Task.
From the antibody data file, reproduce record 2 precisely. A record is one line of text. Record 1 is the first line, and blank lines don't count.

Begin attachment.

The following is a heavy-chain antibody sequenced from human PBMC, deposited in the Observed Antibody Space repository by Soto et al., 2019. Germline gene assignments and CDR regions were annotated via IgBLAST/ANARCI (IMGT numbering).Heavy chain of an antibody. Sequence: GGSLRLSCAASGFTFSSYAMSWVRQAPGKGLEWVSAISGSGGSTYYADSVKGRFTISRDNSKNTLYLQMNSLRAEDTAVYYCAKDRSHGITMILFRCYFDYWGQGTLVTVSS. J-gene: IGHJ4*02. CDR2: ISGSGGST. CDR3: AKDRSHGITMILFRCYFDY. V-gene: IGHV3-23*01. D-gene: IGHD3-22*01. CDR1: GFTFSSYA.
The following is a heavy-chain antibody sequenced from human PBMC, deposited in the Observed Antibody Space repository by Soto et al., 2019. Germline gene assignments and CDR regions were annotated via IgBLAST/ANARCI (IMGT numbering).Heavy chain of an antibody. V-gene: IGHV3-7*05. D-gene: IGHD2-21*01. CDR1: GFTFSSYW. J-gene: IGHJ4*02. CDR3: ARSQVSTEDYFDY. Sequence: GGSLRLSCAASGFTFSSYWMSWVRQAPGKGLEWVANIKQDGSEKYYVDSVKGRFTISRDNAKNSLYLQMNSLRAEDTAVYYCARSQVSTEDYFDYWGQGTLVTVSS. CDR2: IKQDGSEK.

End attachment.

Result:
The following is a heavy-chain antibody sequenced from human PBMC, deposited in the Observed Antibody Space repository by Soto et al., 2019. Germline gene assignments and CDR regions were annotated via IgBLAST/ANARCI (IMGT numbering).Heavy chain of an antibody. V-gene: IGHV3-7*05. D-gene: IGHD2-21*01. CDR1: GFTFSSYW. J-gene: IGHJ4*02. CDR3: ARSQVSTEDYFDY. Sequence: GGSLRLSCAASGFTFSSYWMSWVRQAPGKGLEWVANIKQDGSEKYYVDSVKGRFTISRDNAKNSLYLQMNSLRAEDTAVYYCARSQVSTEDYFDYWGQGTLVTVSS. CDR2: IKQDGSEK.